Tower times

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Tower times
United States -- Army. -- Corps of Engineers. -- Rock Island District
Place of Publication:
Rock Island, IL
U.S. Army Corps of Engineers, Rock Island District
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v. : ill. ; 28 cm.


Subjects / Keywords:
River engineering -- Periodicals -- Illinois ( lcsh )
River engineering -- Periodicals -- Iowa ( lcsh )
River engineering ( fast )
Illinois ( fast )
Iowa ( fast )
Periodicals. ( fast )
serial ( sobekcm )
federal government publication ( marcgt )
periodical ( marcgt )
Periodicals ( fast )


General Note:
"Rock Island District's News Magazine"
Statement of Responsibility:
US Army Corps of Engineers, North Central Division, Rock Island District.

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University of Florida
Holding Location:
University of Florida
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This item is a work of the U.S. federal government and not subject to copyright pursuant to 17 U.S.C. §105.
Resource Identifier:
31949435 ( OCLC )
sn 95027137 ( LCCN )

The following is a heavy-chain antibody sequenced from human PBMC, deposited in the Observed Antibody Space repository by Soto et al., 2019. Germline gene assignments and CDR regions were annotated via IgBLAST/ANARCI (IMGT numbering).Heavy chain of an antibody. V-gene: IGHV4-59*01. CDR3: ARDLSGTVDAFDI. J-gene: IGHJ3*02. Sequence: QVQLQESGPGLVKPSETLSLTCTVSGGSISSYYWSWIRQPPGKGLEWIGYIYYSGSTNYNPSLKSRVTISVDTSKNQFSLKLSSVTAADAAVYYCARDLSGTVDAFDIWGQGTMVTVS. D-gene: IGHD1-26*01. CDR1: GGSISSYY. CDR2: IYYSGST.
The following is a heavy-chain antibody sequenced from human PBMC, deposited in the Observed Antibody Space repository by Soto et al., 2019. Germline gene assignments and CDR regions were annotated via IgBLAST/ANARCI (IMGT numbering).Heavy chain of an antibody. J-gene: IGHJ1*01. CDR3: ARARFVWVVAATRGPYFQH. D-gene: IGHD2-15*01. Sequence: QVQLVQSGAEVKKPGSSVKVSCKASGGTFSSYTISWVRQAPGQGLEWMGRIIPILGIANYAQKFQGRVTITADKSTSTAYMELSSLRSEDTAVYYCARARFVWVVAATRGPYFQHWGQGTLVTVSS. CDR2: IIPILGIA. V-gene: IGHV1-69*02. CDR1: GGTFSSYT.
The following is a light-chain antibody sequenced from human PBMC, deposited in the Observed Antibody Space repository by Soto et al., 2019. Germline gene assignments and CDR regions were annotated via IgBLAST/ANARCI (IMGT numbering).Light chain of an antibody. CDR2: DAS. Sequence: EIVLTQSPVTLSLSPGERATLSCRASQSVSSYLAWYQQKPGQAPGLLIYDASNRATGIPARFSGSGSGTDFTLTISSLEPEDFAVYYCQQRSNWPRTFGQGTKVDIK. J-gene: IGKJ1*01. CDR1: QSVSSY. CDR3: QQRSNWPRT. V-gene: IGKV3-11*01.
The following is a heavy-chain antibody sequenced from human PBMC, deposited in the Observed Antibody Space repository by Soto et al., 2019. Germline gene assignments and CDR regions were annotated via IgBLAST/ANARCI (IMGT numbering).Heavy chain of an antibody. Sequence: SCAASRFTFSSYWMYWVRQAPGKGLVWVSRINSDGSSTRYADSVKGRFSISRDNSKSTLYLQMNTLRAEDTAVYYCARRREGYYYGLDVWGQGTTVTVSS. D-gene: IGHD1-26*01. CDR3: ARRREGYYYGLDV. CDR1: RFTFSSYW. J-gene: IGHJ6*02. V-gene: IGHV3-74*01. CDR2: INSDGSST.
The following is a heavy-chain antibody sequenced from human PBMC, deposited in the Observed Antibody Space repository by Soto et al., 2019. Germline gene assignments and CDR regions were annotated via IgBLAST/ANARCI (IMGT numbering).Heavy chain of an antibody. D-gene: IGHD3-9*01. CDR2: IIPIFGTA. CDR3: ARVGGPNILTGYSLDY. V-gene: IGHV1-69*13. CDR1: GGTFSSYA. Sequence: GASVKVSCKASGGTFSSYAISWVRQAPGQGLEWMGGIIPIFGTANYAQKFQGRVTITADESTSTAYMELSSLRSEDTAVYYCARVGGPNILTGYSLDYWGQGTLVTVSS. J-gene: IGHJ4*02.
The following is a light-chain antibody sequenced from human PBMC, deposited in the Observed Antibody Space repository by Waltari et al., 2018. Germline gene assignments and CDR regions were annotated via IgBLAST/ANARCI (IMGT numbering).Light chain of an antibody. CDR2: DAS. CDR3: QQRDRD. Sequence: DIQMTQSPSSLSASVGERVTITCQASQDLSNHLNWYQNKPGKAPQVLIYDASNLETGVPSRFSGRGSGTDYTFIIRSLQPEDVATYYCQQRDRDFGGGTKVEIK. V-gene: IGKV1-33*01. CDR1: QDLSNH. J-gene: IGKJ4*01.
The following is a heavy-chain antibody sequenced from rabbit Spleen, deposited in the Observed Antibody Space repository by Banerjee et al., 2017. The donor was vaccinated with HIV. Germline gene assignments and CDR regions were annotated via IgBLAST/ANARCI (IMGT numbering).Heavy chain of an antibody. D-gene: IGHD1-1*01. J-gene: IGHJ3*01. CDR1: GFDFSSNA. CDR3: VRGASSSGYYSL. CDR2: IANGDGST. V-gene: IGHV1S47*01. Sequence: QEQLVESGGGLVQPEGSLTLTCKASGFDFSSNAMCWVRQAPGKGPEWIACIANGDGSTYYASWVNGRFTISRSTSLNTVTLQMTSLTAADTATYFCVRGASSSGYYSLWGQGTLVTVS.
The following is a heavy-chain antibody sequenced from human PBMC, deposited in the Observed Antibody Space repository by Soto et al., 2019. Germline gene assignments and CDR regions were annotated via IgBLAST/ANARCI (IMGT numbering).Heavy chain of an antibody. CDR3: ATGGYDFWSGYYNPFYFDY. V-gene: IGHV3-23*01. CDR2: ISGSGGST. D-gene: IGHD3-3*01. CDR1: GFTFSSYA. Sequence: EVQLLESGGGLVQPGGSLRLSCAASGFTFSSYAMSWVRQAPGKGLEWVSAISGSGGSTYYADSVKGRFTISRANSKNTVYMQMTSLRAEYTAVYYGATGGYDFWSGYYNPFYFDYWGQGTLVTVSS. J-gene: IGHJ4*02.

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This publication is an authorized publication for members of the views of, or endorsed by, the U.S. Government, Department of De fense, Department of the Army, or the Rock Island District U.S. Army Corps of Engineers. Rock Island District, U.S. Army Corps of Engineers. Articles or photo graphic submissions are welcome and should be submitted by the 15th of each month preceding publication. Circulation 1,500. On the web at: January 2011 Tower Times Contents Tower Times Rock Island District, Clock Tower Building P.O. Box 2004 Rock Island, IL 61204-2004 Email: Phone: (309) 794-5729 Commander: Col. Shawn McGinley Deputy Commander: Lt. Col. Jared Ware Chief, Corporate Communications: Ron Fournier Editor: Hilary Markin January 2011 2 Tower Times 3 Time to kick off the New Year Col. Shawn McGinley, District Commander 4 6 7 8 11 12 13 14 15